Numerical Reflectance Compensation for Non-Lambertian Photometric Stereo

You are here

Top Reasons to Join SPS Today!

1. IEEE Signal Processing Magazine
2. Signal Processing Digital Library*
3. Inside Signal Processing Newsletter
4. SPS Resource Center
5. Career advancement & recognition
6. Discounts on conferences and publications
7. Professional networking
8. Communities for students, young professionals, and women
9. Volunteer opportunities
10. Coming soon! PDH/CEU credits
Click here to learn more.

Numerical Reflectance Compensation for Non-Lambertian Photometric Stereo

Qian Zheng; Ajay Kumar; Boxin Shi; Gang Pan

The surface normal estimation from photometric stereo becomes less reliable when the surface reflectance deviates from the Lambertian assumption. The non-Lambertian effect can be explicitly addressed by physics modeling to the reflectance function, at the cost of introducing highly nonlinear optimization. This paper proposes a numerical compensation scheme that attempts to minimize the angular error to address the non-Lambertian photometric stereo problem. Due to the multifaceted influence in the modeling of non-Lambertian reflectance in photometric stereo, directly minimizing the angular errors of surface normal is a highly complex problem. We introduce an alternating strategy, in which the estimated reflectance can be temporarily regarded as a known variable, to simplify the formulation of angular error. To reduce the impact of inaccurately estimated reflectance in this simplification, we propose a numerical compensation scheme whose compensation weight is formulated to reflect the reliability of estimated reflectance. Finally, the solution for the proposed numerical compensation scheme is efficiently computed by using cosine difference to approximate the angular difference. The experimental results show that our method can significantly improve the performance of the state-of-the-art methods on both synthetic data and real data with small additive costs. Moreover, our method initialized by results from the baseline method (least-square-based) achieves the state-of-the-art performance on both synthetic data and real data with significantly smaller overall computation, i.e. , about eight times faster compared with the state-of-the-art methods.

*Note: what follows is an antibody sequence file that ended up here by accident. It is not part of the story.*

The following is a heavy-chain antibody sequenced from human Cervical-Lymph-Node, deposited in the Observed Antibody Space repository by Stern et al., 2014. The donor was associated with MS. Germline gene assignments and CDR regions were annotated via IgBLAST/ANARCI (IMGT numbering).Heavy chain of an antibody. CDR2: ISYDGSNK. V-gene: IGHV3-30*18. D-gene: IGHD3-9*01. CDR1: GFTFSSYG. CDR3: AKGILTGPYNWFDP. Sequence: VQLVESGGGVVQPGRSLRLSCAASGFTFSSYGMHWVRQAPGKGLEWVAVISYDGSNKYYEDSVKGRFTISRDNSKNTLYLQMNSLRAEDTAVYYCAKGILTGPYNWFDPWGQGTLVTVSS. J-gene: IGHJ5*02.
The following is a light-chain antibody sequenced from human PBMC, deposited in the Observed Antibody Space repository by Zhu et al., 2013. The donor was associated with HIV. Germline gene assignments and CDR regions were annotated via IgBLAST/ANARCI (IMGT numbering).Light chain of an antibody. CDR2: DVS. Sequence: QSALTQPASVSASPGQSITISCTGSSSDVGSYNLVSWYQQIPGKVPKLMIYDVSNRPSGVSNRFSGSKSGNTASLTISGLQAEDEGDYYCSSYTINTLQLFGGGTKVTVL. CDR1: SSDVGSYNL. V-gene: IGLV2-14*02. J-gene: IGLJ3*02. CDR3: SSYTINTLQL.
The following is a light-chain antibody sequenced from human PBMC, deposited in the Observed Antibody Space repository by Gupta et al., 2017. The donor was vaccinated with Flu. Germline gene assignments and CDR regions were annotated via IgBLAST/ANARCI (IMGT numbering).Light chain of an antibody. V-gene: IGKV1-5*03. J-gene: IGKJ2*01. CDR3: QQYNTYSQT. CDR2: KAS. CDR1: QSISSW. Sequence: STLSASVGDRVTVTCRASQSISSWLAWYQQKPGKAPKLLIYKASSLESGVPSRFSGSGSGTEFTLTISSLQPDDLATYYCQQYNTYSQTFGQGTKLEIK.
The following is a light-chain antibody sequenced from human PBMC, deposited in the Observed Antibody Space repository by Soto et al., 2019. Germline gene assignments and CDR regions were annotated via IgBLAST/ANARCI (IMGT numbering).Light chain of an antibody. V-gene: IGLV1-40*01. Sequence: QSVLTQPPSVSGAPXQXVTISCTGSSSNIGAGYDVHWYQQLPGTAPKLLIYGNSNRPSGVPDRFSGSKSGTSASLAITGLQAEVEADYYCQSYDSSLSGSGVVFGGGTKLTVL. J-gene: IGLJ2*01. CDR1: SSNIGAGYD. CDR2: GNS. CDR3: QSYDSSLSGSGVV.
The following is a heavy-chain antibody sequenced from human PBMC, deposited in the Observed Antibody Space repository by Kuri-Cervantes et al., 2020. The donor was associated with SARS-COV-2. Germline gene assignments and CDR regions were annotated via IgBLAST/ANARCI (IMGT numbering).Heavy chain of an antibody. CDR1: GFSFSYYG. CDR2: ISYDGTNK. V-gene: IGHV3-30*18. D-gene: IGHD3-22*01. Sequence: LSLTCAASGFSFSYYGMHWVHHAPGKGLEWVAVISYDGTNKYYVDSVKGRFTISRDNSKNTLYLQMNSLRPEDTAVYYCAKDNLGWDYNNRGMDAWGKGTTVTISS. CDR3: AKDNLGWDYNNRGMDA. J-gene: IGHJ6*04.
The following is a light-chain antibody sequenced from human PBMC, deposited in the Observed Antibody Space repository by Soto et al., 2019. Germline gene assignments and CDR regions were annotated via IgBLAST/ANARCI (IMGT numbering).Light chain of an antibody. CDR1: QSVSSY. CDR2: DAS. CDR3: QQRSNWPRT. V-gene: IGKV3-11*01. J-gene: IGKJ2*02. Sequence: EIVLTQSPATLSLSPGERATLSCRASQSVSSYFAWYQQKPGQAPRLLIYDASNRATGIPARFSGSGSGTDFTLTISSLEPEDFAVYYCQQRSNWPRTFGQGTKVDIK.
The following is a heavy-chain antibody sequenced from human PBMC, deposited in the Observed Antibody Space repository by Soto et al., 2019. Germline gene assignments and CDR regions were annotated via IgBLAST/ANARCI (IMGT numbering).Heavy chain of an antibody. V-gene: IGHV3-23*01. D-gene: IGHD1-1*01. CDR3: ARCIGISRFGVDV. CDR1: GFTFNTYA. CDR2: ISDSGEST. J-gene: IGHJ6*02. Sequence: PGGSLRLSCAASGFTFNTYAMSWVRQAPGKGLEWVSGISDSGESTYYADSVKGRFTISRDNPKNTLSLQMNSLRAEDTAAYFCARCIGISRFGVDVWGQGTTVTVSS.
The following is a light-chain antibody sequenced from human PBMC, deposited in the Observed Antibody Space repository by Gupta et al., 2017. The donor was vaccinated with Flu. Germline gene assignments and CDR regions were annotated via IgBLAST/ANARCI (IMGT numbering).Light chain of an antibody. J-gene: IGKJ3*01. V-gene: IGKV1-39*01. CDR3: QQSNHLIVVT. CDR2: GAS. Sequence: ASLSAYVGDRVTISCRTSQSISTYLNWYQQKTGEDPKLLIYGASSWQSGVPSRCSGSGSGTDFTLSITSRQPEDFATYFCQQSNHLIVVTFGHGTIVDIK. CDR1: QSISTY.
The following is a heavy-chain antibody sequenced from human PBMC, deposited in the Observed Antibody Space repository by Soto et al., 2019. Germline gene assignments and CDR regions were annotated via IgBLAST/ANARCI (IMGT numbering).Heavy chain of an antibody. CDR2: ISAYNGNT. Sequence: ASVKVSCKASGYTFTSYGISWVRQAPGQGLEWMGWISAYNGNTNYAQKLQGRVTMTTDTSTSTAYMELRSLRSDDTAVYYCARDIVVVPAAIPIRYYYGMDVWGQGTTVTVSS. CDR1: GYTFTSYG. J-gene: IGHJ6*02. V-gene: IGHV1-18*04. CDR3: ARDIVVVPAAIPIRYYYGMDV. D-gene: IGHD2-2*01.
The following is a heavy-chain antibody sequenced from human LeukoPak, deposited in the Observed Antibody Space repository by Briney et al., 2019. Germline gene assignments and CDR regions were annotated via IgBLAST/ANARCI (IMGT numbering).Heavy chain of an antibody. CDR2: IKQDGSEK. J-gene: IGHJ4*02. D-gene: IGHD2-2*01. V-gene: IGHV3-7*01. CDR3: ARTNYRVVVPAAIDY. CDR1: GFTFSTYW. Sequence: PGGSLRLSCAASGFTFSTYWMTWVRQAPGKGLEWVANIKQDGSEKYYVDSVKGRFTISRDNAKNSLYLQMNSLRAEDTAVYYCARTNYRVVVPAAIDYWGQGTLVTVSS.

SPS on Twitter

  • DEADLINE EXTENDED: The 2023 IEEE International Workshop on Machine Learning for Signal Processing is now accepting…
  • ONE MONTH OUT! We are celebrating the inaugural SPS Day on 2 June, honoring the date the Society was established in…
  • The new SPS Scholarship Program welcomes applications from students interested in pursuing signal processing educat…
  • CALL FOR PAPERS: The IEEE Journal of Selected Topics in Signal Processing is now seeking submissions for a Special…
  • Test your knowledge of signal processing history with our April trivia! Our 75th anniversary celebration continues:…

SPS Videos

Signal Processing in Home Assistants


Multimedia Forensics

Careers in Signal Processing             


Under the Radar